Herbicide-resistant crops are now commonplace in the US and Canada. With proper stewardship, these same crop-trait technologies can also play a key role in integrated weed management—reducing the intensity of herbicide use and the selection pressure on weed populations. But does this weed management potential match the reality in the field?
A team of university researchers recently reviewed 25 years of data on the impact of herbicide-resistant crops on integrated weed management in the Great Plains, Pacific Northwest and Canadian Prairies. In an article featured in the latest issue of the journal Weed Science, they say herbicide-resistant weeds are now ubiquitous in areas where herbicide-resistant crops are grown. While the magnitude of the issue can vary by crop, resistance trait and where the crop is grown, it is largely influenced by whether growers the temptation to rely on herbicide-resistant crops.
“Slowing the evolution of herbicide-resistant weeds will require diverse crop rotation sequences involving multiple herbicide-resistant and nonherbicide-resistant crops,” says Caio Brunharo of Oregon State University, a member of the research team. “Unfortunately, though, few growers and land managers are adopting this approach.”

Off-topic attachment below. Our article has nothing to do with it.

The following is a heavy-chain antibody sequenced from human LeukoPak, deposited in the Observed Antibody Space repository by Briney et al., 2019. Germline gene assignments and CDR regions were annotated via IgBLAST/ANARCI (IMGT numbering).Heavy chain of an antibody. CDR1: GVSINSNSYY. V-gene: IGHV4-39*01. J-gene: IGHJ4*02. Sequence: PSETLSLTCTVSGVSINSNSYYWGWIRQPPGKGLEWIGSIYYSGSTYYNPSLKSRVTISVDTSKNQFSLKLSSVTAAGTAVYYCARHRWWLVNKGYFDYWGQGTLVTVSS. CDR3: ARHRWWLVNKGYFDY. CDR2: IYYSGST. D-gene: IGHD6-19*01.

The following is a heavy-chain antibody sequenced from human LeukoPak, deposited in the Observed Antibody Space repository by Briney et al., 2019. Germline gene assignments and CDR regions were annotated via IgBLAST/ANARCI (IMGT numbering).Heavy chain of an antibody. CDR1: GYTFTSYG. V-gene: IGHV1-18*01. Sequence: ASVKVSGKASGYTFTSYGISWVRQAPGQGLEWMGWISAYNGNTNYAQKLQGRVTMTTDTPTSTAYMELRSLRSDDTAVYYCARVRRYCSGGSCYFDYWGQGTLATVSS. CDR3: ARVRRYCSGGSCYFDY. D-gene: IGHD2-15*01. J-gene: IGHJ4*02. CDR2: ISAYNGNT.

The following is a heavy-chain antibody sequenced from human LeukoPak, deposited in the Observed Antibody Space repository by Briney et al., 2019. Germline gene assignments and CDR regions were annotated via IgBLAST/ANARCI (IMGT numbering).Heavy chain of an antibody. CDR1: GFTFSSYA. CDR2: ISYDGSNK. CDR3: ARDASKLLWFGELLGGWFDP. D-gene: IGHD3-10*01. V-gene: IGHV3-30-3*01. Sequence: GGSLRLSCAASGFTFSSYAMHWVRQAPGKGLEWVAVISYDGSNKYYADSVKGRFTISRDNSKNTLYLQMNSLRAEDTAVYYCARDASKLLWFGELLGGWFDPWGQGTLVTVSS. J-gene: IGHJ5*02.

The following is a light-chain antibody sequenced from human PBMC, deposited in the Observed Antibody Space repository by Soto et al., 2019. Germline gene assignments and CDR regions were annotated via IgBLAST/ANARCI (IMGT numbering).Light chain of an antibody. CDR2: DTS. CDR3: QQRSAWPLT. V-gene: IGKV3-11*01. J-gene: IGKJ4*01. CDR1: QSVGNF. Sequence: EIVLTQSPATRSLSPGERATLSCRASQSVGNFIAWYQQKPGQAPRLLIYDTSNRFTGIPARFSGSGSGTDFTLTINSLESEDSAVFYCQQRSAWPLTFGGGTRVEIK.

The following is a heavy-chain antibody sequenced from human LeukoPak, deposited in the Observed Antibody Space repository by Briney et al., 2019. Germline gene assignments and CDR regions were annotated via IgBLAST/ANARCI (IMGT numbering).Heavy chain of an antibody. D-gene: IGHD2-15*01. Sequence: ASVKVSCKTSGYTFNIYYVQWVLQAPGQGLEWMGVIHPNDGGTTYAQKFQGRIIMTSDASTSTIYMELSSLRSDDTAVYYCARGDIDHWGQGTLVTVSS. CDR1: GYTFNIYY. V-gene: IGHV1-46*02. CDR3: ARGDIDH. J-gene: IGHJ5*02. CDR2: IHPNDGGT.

The authors recommend adding new teeth to registration requirements and industry stewardship plans—backed by comprehensive training for seed retailers, agronomists and growers. They also suggest the use of financial incentives to promote adoption of proper stewardship practices.
Research validates new control tactic for herbicide-resistant weeds in US soybean crops
Caio ACG Brunharo et al, Western United States and Canada perspective: are herbicide-resistant crops the solution to herbicide-resistant weeds?, Weed Science (2022). DOI: 10.1017/wsc.2022.6
Provided by Cambridge University Press
Citation: Examining the impact of herbicide-resistant crops on weed management (2022, June 17) retrieved 19 June 2022 from https://phys.org/news/2022-06-impact-herbicide-resistant-crops-weed.html
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